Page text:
work?" Often the answer is "yes," but if it's not, I won't take the paper until the student does check over their work.
How do they do this checking?
Do you know what I'm going to say?
Here's what they do - they look at the questions, basically make sure that all the questions were answered, and again try to hand the test in.
Unless they are clearly taught otherwise, many students seem to understand "checking your work" to mean "checking to see if everything is done."
What does checking mean to you?
What does it mean to me?
How do I think students should check work?
I teach them to use the following strategies. They aren't always thrilled by the extra time and effort this real checking takes, but they do find that it helps.
1) Redo every problem, on a separate piece of paper, without looking at the work that was already done (when they look at the work they already did, it influences them and they sometimes make the same mistake again). Then compare the original work and answer with the redo.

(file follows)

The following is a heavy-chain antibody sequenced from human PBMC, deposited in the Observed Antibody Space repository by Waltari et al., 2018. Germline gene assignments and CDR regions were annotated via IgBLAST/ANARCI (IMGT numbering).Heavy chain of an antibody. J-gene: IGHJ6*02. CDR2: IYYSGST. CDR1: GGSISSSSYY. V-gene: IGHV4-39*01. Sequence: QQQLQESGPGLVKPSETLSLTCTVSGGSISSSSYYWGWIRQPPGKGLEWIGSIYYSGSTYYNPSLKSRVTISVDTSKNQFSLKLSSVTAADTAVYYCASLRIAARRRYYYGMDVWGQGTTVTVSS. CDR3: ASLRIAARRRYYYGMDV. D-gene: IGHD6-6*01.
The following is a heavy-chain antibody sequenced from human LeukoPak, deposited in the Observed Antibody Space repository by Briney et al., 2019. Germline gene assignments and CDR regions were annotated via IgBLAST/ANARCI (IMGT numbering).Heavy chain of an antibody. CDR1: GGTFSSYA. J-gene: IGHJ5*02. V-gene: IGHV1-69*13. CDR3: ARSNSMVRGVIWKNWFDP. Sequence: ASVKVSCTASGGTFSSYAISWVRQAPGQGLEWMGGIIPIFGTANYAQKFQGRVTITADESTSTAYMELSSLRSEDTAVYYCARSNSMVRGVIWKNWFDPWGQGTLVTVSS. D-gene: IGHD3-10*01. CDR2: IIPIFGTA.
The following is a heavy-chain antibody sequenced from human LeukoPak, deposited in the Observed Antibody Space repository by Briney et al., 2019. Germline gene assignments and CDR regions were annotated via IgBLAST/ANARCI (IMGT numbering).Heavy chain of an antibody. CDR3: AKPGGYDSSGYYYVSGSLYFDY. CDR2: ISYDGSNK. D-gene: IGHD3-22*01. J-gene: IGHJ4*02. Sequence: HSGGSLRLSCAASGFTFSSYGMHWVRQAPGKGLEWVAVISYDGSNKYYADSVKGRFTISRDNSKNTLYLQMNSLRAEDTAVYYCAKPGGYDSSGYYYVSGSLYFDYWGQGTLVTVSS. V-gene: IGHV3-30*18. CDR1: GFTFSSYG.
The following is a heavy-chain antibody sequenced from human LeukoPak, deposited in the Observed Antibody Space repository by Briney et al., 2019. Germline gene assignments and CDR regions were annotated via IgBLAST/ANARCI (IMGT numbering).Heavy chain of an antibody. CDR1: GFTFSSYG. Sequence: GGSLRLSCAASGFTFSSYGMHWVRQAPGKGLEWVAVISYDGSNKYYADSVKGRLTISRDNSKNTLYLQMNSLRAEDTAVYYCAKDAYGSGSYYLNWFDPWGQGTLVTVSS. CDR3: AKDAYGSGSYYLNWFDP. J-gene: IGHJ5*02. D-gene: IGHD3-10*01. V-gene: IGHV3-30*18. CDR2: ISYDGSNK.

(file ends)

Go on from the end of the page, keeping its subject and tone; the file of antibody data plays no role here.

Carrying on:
2) Use the opposite operation to check, if possible. If the problem was an addition problem, subtract one of the addends from the sum. If it was a division problem, use multiplication to check. You know what I mean:-)
3) Ask whether the answer is logical. If the problem was 2.56 x 7.91, an answer of 2.02496 (instead of 20.2496), is not logical.
4) Substitute the solution into the equation, if possible. If the solution is correct, the equation will be true.
5) If the test includes word problems, reread each problem carefully to be sure all of the information was understood correctly. Look for numbers that are written as words rather than digits.
Be sure the answer actually answers the question the problem is asking.
I made a How to Check Your Work reminder sheet for students to keep in their notebooks. You can download it if you'd like - there's a colored version and a black and white version, in case you want to print on colored paper. I hope you can use it!
|Click to download this free resource.|